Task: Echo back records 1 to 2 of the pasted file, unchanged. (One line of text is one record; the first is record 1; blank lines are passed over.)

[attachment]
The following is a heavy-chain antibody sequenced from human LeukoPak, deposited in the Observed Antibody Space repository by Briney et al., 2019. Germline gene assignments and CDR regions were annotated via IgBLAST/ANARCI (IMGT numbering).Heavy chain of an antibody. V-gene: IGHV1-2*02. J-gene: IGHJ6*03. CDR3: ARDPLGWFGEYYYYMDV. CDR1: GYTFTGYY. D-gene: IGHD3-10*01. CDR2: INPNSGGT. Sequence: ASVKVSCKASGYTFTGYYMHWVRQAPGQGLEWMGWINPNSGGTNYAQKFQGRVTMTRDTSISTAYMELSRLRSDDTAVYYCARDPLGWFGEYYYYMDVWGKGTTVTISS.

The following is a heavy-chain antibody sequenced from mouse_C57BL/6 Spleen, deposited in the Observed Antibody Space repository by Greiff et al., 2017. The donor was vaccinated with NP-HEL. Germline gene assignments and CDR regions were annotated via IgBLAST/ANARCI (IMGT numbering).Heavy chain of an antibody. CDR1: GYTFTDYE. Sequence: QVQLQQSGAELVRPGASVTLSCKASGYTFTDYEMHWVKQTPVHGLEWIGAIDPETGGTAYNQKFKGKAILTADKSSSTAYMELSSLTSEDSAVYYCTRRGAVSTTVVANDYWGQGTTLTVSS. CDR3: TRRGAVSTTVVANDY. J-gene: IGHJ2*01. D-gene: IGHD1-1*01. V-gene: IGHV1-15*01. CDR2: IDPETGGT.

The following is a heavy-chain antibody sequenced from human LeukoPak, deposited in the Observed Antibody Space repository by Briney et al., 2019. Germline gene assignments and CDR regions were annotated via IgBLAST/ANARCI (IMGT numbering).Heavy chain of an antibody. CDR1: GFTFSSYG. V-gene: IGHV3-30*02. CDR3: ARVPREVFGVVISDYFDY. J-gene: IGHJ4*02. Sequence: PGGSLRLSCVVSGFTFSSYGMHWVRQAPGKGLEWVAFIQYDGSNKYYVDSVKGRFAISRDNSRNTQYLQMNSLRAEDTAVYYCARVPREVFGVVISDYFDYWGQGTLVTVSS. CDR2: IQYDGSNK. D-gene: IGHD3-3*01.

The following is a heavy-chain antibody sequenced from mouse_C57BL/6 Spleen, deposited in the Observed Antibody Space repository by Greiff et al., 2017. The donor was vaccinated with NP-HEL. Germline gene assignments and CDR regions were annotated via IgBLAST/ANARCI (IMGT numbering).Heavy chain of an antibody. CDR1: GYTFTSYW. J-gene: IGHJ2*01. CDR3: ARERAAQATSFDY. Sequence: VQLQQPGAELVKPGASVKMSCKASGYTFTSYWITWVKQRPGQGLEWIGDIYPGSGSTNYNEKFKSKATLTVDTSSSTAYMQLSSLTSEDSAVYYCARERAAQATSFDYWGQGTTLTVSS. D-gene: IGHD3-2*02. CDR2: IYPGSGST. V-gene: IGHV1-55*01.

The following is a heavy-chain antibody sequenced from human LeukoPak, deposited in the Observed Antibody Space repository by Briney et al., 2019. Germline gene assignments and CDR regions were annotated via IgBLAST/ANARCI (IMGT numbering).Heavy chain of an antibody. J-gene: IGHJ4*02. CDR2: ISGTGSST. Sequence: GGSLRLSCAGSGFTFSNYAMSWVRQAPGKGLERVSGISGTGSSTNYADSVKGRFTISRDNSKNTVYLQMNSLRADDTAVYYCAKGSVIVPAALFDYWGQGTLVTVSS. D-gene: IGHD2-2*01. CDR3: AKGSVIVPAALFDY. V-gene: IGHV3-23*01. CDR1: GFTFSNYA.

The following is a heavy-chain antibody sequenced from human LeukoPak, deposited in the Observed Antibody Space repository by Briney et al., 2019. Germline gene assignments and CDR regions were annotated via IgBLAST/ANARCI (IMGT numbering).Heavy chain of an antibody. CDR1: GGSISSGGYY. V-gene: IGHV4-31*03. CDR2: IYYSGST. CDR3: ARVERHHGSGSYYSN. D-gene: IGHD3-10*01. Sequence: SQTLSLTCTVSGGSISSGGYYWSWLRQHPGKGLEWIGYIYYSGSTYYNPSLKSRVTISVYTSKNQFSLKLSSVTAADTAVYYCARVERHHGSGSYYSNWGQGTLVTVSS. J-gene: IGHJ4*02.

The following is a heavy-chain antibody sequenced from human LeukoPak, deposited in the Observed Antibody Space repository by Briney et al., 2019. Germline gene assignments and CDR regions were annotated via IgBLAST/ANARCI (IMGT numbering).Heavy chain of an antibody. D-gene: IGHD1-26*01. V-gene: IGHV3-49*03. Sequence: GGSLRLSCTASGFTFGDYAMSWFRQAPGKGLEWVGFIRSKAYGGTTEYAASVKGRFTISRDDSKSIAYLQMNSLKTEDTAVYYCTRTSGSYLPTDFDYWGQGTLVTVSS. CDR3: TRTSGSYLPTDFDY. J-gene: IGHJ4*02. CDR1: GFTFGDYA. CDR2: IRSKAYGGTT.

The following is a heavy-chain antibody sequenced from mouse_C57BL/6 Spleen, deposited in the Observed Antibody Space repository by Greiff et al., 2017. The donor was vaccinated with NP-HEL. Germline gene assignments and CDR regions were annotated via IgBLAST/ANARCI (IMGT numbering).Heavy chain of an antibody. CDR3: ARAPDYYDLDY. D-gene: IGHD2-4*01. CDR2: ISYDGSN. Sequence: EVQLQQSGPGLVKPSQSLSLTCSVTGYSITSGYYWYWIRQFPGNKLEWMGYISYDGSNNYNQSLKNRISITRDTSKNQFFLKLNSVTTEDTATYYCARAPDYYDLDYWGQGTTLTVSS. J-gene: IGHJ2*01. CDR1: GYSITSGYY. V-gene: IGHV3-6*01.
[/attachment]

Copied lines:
The following is a heavy-chain antibody sequenced from human LeukoPak, deposited in the Observed Antibody Space repository by Briney et al., 2019. Germline gene assignments and CDR regions were annotated via IgBLAST/ANARCI (IMGT numbering).Heavy chain of an antibody. V-gene: IGHV1-2*02. J-gene: IGHJ6*03. CDR3: ARDPLGWFGEYYYYMDV. CDR1: GYTFTGYY. D-gene: IGHD3-10*01. CDR2: INPNSGGT. Sequence: ASVKVSCKASGYTFTGYYMHWVRQAPGQGLEWMGWINPNSGGTNYAQKFQGRVTMTRDTSISTAYMELSRLRSDDTAVYYCARDPLGWFGEYYYYMDVWGKGTTVTISS.

The following is a heavy-chain antibody sequenced from mouse_C57BL/6 Spleen, deposited in the Observed Antibody Space repository by Greiff et al., 2017. The donor was vaccinated with NP-HEL. Germline gene assignments and CDR regions were annotated via IgBLAST/ANARCI (IMGT numbering).Heavy chain of an antibody. CDR1: GYTFTDYE. Sequence: QVQLQQSGAELVRPGASVTLSCKASGYTFTDYEMHWVKQTPVHGLEWIGAIDPETGGTAYNQKFKGKAILTADKSSSTAYMELSSLTSEDSAVYYCTRRGAVSTTVVANDYWGQGTTLTVSS. CDR3: TRRGAVSTTVVANDY. J-gene: IGHJ2*01. D-gene: IGHD1-1*01. V-gene: IGHV1-15*01. CDR2: IDPETGGT.